“Suddenly they just started gassing us. You could just hear everyone screaming for help,” Yandy Bacallao, a 34-year-old Cuban asylum claimant, told Searchlight New Mexico.
A CoreCivic spokesman confirmed that the incident took place. Ryan Gustin said on the company’s behalf that officers pepper-sprayed “a group of detainees who became disruptive by refusing to comply with verbal directives provided by staff.” Gustin referred further questions to ICE, which had no response to requests for comment.
Torrance County Manager Wayne Johnson was skeptical of inmate accounts, saying he had no confirmation that the incident had even happened, but suspects “there’s more to it than what you’ve been told.”
The county recorded $90,000 in income from CoreCivic last fiscal year, when the site started housing migrants, and expects annual revenue from the arrangement to climb to about $130,000 per year.
Bacallao and two other detainees provided additional details. After almost three dozen ...
The first round of testing was done in late May, with the National Guard’s help, inmates and staff alike. Everyone was locked down for a week while we awaited results. Around 250 inmates and 60 staff tested positive, roughly 8 to 10 percent of both populations. For a couple of months after that, when prisoners developed symptoms, they were removed from the cellblocks, quarantined, and monitored.
There was an entire building of sick and quarantined inmates on another part of the compound, though the official numbers didn’t appear to reflect that. Officially, one person has died from the virus here, according to DOC website — but two other recent deaths may have been virus-related. One of them was wheeled down the walk with CPR being performed on him as many of us watched from the rec yard. ...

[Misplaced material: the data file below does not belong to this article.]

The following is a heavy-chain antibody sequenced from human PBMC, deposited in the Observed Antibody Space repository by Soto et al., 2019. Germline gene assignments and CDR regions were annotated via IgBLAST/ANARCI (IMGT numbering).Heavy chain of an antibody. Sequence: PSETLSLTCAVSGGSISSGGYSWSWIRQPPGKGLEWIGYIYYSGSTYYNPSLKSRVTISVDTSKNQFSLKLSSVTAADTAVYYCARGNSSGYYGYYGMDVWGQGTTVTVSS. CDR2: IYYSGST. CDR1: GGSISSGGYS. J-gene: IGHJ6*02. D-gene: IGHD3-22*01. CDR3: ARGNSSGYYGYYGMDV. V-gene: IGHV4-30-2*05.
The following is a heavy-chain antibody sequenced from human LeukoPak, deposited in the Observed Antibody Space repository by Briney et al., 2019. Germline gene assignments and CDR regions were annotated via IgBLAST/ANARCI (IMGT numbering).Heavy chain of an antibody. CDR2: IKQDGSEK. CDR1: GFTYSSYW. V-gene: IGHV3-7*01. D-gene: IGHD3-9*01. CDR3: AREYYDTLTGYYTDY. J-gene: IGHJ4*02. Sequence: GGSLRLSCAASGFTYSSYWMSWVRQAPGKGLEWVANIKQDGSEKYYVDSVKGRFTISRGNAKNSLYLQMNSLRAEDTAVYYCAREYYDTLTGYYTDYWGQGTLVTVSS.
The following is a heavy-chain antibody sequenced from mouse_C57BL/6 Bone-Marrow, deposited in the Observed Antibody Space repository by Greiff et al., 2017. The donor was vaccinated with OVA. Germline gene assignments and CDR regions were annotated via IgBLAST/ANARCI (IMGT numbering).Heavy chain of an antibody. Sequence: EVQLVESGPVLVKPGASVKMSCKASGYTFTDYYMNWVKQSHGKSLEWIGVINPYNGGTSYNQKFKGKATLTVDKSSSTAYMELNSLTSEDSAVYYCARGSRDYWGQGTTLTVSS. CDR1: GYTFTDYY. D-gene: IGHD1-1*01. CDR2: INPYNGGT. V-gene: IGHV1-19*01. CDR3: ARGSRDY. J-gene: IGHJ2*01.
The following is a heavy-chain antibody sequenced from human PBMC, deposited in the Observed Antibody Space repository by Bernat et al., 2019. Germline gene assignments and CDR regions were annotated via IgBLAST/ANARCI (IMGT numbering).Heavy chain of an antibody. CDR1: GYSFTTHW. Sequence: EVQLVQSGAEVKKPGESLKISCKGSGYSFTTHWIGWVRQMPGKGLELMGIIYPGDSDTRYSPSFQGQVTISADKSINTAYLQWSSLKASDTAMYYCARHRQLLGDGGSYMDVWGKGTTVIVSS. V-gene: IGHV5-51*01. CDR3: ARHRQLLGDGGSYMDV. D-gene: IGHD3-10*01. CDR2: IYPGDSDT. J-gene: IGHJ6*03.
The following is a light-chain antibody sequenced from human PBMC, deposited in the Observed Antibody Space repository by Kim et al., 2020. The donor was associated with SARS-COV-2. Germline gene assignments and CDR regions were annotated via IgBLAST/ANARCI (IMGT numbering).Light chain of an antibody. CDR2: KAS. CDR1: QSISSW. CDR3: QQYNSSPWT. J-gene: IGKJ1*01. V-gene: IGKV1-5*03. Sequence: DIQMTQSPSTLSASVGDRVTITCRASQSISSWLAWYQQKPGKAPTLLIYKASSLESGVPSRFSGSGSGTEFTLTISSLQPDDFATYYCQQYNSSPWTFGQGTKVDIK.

Tarra Simmons is one of those voices, running for a state representative seat in Washington. Simmons, like many others, found herself addicted to opiates after a serious injury led to dependence on painkillers. Charges for drug dealing, theft and weapons possession followed, leading to almost two years behind bars.
Being incarcerated is part of her story and her identity, and she’s using it as an asset. “I went to prison. It’s not something I’m proud of, but I understand how people end up there,” Simmons says. As lawmakers try to reform policing and justice, it’s vital to have that perspective represented in state capitals and Congress.
Prison is not the only experience Simmons brings to the race. She was an ER nurse prior to her incarceration, and afterward earned a law degree and started a civil rights nonprofit. She ...